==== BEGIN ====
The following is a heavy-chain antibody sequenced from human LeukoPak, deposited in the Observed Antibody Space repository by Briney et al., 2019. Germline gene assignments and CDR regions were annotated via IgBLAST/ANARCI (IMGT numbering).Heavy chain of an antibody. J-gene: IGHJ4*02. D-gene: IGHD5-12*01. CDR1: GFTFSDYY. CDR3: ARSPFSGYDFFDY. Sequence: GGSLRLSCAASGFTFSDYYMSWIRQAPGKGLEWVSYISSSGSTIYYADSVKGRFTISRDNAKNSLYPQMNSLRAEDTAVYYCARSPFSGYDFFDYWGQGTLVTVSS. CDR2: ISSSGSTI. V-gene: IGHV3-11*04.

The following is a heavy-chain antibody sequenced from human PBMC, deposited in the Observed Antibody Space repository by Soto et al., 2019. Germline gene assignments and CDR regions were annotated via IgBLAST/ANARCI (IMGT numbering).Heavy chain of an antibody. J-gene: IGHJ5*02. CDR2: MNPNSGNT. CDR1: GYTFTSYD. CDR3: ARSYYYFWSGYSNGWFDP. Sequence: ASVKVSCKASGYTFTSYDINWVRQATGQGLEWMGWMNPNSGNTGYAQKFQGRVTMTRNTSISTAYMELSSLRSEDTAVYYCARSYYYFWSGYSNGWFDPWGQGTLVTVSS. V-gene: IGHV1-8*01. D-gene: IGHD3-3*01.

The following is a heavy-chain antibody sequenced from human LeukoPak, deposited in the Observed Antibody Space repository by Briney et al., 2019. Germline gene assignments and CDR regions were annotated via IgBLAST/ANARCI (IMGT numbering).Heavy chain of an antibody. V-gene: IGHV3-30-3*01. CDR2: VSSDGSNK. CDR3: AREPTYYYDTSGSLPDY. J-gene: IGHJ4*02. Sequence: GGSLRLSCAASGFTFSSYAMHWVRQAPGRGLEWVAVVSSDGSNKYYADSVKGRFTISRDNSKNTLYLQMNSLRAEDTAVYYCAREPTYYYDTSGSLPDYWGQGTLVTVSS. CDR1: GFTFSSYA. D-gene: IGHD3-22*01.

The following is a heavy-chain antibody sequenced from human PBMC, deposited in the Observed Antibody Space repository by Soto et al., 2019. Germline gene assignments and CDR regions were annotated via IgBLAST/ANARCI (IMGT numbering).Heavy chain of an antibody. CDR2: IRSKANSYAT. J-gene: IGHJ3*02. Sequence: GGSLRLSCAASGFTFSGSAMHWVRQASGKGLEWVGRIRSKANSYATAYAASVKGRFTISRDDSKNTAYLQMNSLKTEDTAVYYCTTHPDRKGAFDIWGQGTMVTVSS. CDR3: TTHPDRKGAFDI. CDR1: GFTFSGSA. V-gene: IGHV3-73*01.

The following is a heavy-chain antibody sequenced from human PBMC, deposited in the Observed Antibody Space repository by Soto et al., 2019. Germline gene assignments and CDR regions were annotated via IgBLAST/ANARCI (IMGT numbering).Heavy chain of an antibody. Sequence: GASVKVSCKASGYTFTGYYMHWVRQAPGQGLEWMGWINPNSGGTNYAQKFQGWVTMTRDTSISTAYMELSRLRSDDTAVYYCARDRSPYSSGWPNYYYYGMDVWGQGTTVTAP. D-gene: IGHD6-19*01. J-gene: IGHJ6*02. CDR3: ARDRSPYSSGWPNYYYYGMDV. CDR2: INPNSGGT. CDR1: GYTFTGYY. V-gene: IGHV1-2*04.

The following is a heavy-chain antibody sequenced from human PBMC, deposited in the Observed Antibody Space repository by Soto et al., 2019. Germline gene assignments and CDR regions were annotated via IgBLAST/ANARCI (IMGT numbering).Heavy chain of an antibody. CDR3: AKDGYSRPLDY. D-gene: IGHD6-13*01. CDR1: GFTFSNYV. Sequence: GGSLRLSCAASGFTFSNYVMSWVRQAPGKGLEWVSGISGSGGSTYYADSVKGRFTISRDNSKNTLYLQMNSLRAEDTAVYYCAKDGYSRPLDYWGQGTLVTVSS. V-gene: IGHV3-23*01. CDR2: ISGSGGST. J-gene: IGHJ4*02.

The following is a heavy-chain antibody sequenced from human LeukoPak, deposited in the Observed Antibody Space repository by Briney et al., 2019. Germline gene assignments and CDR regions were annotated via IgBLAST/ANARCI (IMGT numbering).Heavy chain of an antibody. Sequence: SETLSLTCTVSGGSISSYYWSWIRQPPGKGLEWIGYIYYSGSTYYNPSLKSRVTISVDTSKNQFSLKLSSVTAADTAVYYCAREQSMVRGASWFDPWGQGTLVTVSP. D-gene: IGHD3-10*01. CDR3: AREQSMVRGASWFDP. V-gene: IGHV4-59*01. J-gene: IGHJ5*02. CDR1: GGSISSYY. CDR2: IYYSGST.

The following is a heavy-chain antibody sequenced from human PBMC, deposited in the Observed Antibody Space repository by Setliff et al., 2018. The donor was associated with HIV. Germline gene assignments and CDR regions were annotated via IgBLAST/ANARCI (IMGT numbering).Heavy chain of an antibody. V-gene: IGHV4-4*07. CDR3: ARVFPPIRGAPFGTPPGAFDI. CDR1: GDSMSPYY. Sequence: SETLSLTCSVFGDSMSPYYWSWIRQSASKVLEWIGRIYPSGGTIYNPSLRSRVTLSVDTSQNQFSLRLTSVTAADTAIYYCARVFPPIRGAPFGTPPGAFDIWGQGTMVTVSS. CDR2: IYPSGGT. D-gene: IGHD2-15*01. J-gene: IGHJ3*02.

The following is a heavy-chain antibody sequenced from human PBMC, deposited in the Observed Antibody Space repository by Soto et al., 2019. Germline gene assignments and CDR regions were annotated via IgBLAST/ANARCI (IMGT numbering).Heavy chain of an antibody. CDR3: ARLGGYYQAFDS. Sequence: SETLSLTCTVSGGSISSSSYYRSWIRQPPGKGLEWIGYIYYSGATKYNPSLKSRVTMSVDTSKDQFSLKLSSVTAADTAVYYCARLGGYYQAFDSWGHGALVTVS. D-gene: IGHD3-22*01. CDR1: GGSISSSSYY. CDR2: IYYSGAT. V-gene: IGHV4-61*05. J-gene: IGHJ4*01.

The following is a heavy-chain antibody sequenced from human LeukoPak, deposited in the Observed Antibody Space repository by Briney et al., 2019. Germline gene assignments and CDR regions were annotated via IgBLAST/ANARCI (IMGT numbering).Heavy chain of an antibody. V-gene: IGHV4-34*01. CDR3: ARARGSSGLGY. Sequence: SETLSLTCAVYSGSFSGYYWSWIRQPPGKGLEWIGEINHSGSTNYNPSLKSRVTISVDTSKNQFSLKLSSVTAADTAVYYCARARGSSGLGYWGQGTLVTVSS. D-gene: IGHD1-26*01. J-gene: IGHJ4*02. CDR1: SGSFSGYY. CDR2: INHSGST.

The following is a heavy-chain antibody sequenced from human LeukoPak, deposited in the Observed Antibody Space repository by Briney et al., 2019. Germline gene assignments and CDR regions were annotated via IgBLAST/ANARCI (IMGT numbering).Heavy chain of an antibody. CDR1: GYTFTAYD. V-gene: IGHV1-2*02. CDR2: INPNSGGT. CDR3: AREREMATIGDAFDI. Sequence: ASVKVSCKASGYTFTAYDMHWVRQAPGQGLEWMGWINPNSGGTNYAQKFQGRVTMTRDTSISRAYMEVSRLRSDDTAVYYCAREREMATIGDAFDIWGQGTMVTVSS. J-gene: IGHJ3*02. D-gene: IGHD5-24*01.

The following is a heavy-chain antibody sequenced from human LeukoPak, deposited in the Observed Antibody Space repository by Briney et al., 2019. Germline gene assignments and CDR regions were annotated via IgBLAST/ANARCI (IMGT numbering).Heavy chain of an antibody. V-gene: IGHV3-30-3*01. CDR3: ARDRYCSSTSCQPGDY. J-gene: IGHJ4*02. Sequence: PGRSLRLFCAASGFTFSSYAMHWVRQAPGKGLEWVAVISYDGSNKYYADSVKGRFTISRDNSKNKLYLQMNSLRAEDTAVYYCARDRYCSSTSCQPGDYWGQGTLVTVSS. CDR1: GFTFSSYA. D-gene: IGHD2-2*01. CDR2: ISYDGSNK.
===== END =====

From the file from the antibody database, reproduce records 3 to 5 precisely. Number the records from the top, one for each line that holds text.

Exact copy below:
The following is a heavy-chain antibody sequenced from human LeukoPak, deposited in the Observed Antibody Space repository by Briney et al., 2019. Germline gene assignments and CDR regions were annotated via IgBLAST/ANARCI (IMGT numbering).Heavy chain of an antibody. V-gene: IGHV3-30-3*01. CDR2: VSSDGSNK. CDR3: AREPTYYYDTSGSLPDY. J-gene: IGHJ4*02. Sequence: GGSLRLSCAASGFTFSSYAMHWVRQAPGRGLEWVAVVSSDGSNKYYADSVKGRFTISRDNSKNTLYLQMNSLRAEDTAVYYCAREPTYYYDTSGSLPDYWGQGTLVTVSS. CDR1: GFTFSSYA. D-gene: IGHD3-22*01.

The following is a heavy-chain antibody sequenced from human PBMC, deposited in the Observed Antibody Space repository by Soto et al., 2019. Germline gene assignments and CDR regions were annotated via IgBLAST/ANARCI (IMGT numbering).Heavy chain of an antibody. CDR2: IRSKANSYAT. J-gene: IGHJ3*02. Sequence: GGSLRLSCAASGFTFSGSAMHWVRQASGKGLEWVGRIRSKANSYATAYAASVKGRFTISRDDSKNTAYLQMNSLKTEDTAVYYCTTHPDRKGAFDIWGQGTMVTVSS. CDR3: TTHPDRKGAFDI. CDR1: GFTFSGSA. V-gene: IGHV3-73*01.

The following is a heavy-chain antibody sequenced from human PBMC, deposited in the Observed Antibody Space repository by Soto et al., 2019. Germline gene assignments and CDR regions were annotated via IgBLAST/ANARCI (IMGT numbering).Heavy chain of an antibody. Sequence: GASVKVSCKASGYTFTGYYMHWVRQAPGQGLEWMGWINPNSGGTNYAQKFQGWVTMTRDTSISTAYMELSRLRSDDTAVYYCARDRSPYSSGWPNYYYYGMDVWGQGTTVTAP. D-gene: IGHD6-19*01. J-gene: IGHJ6*02. CDR3: ARDRSPYSSGWPNYYYYGMDV. CDR2: INPNSGGT. CDR1: GYTFTGYY. V-gene: IGHV1-2*04.